The Royal College of Nursing (RCN) asks for a salary increase of five percent above inflation, but the Government insists that the cost would be unaffordable.
Drivers of cars, buses and trucks could be heard honking their horns in support as they passed the hospital.
Helen Peacock, a 30-year-old Bradford-based nurse and representative of the RCNspoke to the Telegraph & Argus.
— Telegraph and Argus (@Bradford_TandA) December 15, 2022
Talking about why the nurses voted to StrikeMs Peacock said: “We are not happy that the government has not given us a proper pay increase. We are doing this for patients to secure the future of the NHS and to try to retain the nurses we have in the NHS so that we can give patients the excellent care they deserve.
“What is important to me about the strike today is to secure the future of the National Health Service. We have newly qualified young nurses who take on a lot of responsibility, they find it difficult to retain these nurses with the salaries they receive.
“They do very technical, very responsible work, we are taking care of human beings, there is no margin for error. We take on the job because we care about the patients and it is very important that we are able to provide them with the right care.
“We want to secure the future of the NHS, retain the nurses we have, particularly the younger nurses who have just entered the profession, and look after them while they are young and still learning how to do the job properly. We want to make sure they have a long and successful career.”
Christine Kelly, who has been a nurse for over 30 years, said: “I am here today to support my colleagues, it is very much about staff, conditions and changes within the NHS. As nurses, we haven’t asked for much over the years. We have endured a lot, we have endured wage cuts. We really just want the government to listen to what the people are saying.”
One ICU nurse, who has worked at the BRI for 30 years, said: “It means to me that I have been put in a position that I never thought we would be in. I have to give up a day’s salary and potentially many days of salary to have decent working conditions for NHS staff and to be able to provide a service for the future.”
The nurse said that her niece, daughter-in-law, and sister-in-law are all nursing students.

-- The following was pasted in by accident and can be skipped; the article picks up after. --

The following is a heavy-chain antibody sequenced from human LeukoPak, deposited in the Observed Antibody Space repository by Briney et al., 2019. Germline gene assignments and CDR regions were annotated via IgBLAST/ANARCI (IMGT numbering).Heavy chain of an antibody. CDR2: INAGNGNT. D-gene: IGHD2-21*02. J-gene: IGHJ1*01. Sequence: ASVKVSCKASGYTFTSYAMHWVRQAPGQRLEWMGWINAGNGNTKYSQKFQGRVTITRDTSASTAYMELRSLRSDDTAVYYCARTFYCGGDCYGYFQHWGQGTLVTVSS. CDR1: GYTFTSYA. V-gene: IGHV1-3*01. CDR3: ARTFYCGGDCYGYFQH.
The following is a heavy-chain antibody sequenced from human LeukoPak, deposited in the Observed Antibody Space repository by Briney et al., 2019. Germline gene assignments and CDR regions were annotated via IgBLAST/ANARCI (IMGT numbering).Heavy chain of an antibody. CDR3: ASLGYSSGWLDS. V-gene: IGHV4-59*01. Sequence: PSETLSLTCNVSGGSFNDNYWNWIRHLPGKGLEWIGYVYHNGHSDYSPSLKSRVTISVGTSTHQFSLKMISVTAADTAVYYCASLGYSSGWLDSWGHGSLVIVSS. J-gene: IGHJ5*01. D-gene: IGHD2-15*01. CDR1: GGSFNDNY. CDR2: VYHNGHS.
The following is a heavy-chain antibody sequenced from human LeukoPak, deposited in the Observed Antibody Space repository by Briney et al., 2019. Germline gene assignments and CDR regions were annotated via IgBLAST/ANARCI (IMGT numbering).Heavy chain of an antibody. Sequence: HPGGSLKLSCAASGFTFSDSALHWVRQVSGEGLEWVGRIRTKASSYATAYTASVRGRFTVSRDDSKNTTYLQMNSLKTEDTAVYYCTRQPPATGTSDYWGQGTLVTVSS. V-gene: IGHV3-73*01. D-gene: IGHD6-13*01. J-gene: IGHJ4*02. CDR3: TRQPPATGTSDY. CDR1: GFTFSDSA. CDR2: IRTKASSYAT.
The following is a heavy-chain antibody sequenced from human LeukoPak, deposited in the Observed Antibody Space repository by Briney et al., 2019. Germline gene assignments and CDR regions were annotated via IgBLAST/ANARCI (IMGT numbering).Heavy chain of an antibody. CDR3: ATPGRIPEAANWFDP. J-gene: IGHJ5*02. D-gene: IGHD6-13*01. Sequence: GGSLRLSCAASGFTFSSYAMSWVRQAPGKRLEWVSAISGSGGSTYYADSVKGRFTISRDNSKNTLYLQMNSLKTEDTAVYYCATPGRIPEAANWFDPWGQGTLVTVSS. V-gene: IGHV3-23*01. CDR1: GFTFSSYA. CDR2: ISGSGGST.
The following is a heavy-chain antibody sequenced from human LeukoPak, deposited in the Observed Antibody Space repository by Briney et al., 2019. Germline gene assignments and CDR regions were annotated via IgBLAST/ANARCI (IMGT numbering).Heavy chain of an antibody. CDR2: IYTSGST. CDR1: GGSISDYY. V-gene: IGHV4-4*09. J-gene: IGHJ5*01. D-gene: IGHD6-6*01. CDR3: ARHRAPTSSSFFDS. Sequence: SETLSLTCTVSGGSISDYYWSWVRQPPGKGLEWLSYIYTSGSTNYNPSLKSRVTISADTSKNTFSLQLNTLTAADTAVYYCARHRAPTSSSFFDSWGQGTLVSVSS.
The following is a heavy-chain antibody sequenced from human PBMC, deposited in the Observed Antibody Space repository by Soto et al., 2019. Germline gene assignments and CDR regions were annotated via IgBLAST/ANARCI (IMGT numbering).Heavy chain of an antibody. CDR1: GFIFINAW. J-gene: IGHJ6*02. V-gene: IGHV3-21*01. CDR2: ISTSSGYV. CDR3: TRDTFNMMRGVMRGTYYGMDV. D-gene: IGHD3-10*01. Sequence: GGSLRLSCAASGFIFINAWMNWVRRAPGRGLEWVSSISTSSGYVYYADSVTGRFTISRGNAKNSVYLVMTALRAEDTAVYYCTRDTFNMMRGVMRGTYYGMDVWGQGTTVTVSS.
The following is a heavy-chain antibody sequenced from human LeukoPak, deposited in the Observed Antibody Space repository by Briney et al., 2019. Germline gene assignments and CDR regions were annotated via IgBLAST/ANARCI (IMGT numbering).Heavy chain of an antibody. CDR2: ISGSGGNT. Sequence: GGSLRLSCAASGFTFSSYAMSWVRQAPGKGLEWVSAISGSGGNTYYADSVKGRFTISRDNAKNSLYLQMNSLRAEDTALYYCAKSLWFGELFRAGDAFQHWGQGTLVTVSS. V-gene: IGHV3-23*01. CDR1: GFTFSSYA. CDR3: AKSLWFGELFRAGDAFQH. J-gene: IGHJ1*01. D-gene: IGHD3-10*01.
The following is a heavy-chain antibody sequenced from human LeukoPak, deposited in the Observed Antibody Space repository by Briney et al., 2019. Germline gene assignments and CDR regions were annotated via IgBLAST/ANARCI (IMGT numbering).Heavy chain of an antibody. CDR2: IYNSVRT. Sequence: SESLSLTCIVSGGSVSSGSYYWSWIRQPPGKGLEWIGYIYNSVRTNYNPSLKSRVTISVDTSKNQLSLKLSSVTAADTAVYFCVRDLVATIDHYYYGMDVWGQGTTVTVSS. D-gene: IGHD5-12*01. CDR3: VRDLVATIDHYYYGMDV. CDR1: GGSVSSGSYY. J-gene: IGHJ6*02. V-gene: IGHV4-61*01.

“I want them to be paid enough so that they can afford a car, a house, take care of people,” he said.
“I am disappointed that it has come to the point that I have to leave.
“We prefer a short-term loss to a long-term gain that we have adequate service for the public and the needs of their staff.”
Health and Social Care Secretary Steve Barclay said: “Our nurses are incredibly dedicated to their work and it is deeply regrettable that some union members are going ahead with the strike.
“My number one priority is keeping patients safe. I have been working across government and with doctors outside of the public sector to ensure safe staffing levels, but remain concerned about the risk strikes pose to patients.
“However, the NHS is open and patients should continue to seek urgent medical care and keep appointments, unless they have been contacted by the NHS.
“These are difficult times, but we have accepted the recommendations of the independent NHS pay review body in full to give nurses a pay increase of at least £1,400, on top of a three per cent pay increase last year when the wages of the broader public sector were frozen. .
“More wage increases would mean taking money away from front-line services at a time when we are tackling record wait lists as a result of the pandemic.”
Bradford Teaching Hospitals NHS Foundation Trust (BTHFT) said hospitals will prioritize emergency care during the strike today and Tuesday 20 December.
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